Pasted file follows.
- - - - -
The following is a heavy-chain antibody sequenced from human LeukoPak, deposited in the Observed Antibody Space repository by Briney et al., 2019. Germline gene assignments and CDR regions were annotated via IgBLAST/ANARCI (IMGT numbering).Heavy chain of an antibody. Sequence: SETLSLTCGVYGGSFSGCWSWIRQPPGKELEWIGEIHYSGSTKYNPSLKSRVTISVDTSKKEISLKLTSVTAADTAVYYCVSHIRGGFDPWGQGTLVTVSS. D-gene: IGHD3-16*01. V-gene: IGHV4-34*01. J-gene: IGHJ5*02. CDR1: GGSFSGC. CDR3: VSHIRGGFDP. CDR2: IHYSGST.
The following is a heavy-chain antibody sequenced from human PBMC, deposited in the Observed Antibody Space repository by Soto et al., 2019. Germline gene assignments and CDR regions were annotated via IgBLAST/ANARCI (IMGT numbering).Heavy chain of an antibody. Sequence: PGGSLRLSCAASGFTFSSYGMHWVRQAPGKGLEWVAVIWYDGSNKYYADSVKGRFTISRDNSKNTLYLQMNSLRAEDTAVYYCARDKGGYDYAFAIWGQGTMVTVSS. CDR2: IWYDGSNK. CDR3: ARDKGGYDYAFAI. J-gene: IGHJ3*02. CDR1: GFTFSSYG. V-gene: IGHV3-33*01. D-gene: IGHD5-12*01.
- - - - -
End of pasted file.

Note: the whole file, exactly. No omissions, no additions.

The following is a heavy-chain antibody sequenced from human LeukoPak, deposited in the Observed Antibody Space repository by Briney et al., 2019. Germline gene assignments and CDR regions were annotated via IgBLAST/ANARCI (IMGT numbering).Heavy chain of an antibody. Sequence: SETLSLTCGVYGGSFSGCWSWIRQPPGKELEWIGEIHYSGSTKYNPSLKSRVTISVDTSKKEISLKLTSVTAADTAVYYCVSHIRGGFDPWGQGTLVTVSS. D-gene: IGHD3-16*01. V-gene: IGHV4-34*01. J-gene: IGHJ5*02. CDR1: GGSFSGC. CDR3: VSHIRGGFDP. CDR2: IHYSGST.
The following is a heavy-chain antibody sequenced from human PBMC, deposited in the Observed Antibody Space repository by Soto et al., 2019. Germline gene assignments and CDR regions were annotated via IgBLAST/ANARCI (IMGT numbering).Heavy chain of an antibody. Sequence: PGGSLRLSCAASGFTFSSYGMHWVRQAPGKGLEWVAVIWYDGSNKYYADSVKGRFTISRDNSKNTLYLQMNSLRAEDTAVYYCARDKGGYDYAFAIWGQGTMVTVSS. CDR2: IWYDGSNK. CDR3: ARDKGGYDYAFAI. J-gene: IGHJ3*02. CDR1: GFTFSSYG. V-gene: IGHV3-33*01. D-gene: IGHD5-12*01.